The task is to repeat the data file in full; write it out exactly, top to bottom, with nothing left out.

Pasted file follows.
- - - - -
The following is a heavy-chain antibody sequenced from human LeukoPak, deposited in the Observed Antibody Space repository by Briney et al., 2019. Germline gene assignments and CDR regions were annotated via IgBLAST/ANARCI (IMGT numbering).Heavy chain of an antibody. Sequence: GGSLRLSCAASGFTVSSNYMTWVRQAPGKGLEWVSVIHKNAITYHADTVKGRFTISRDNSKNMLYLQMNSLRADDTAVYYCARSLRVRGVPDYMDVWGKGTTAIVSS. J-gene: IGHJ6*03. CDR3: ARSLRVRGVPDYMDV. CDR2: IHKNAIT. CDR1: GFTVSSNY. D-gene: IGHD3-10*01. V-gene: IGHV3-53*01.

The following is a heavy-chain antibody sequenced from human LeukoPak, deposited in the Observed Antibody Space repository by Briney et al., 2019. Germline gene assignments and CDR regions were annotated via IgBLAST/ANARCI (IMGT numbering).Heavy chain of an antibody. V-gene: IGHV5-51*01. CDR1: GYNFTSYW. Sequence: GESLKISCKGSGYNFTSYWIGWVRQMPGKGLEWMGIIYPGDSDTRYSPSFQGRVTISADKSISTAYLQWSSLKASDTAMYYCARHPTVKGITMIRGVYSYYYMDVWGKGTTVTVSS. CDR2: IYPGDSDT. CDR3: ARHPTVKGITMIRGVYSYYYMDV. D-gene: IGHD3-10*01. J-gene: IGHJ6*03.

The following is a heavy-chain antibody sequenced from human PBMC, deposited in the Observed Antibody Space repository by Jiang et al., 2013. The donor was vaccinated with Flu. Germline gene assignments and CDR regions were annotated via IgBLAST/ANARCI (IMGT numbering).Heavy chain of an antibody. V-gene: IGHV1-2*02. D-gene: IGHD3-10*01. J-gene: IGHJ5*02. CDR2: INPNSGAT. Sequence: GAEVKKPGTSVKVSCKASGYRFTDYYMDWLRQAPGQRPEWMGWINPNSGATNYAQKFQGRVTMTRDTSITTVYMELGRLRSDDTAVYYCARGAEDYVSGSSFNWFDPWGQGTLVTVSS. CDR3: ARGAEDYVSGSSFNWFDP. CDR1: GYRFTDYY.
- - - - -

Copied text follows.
The following is a heavy-chain antibody sequenced from human LeukoPak, deposited in the Observed Antibody Space repository by Briney et al., 2019. Germline gene assignments and CDR regions were annotated via IgBLAST/ANARCI (IMGT numbering).Heavy chain of an antibody. Sequence: GGSLRLSCAASGFTVSSNYMTWVRQAPGKGLEWVSVIHKNAITYHADTVKGRFTISRDNSKNMLYLQMNSLRADDTAVYYCARSLRVRGVPDYMDVWGKGTTAIVSS. J-gene: IGHJ6*03. CDR3: ARSLRVRGVPDYMDV. CDR2: IHKNAIT. CDR1: GFTVSSNY. D-gene: IGHD3-10*01. V-gene: IGHV3-53*01.

The following is a heavy-chain antibody sequenced from human LeukoPak, deposited in the Observed Antibody Space repository by Briney et al., 2019. Germline gene assignments and CDR regions were annotated via IgBLAST/ANARCI (IMGT numbering).Heavy chain of an antibody. V-gene: IGHV5-51*01. CDR1: GYNFTSYW. Sequence: GESLKISCKGSGYNFTSYWIGWVRQMPGKGLEWMGIIYPGDSDTRYSPSFQGRVTISADKSISTAYLQWSSLKASDTAMYYCARHPTVKGITMIRGVYSYYYMDVWGKGTTVTVSS. CDR2: IYPGDSDT. CDR3: ARHPTVKGITMIRGVYSYYYMDV. D-gene: IGHD3-10*01. J-gene: IGHJ6*03.

The following is a heavy-chain antibody sequenced from human PBMC, deposited in the Observed Antibody Space repository by Jiang et al., 2013. The donor was vaccinated with Flu. Germline gene assignments and CDR regions were annotated via IgBLAST/ANARCI (IMGT numbering).Heavy chain of an antibody. V-gene: IGHV1-2*02. D-gene: IGHD3-10*01. J-gene: IGHJ5*02. CDR2: INPNSGAT. Sequence: GAEVKKPGTSVKVSCKASGYRFTDYYMDWLRQAPGQRPEWMGWINPNSGATNYAQKFQGRVTMTRDTSITTVYMELGRLRSDDTAVYYCARGAEDYVSGSSFNWFDPWGQGTLVTVSS. CDR3: ARGAEDYVSGSSFNWFDP. CDR1: GYRFTDYY.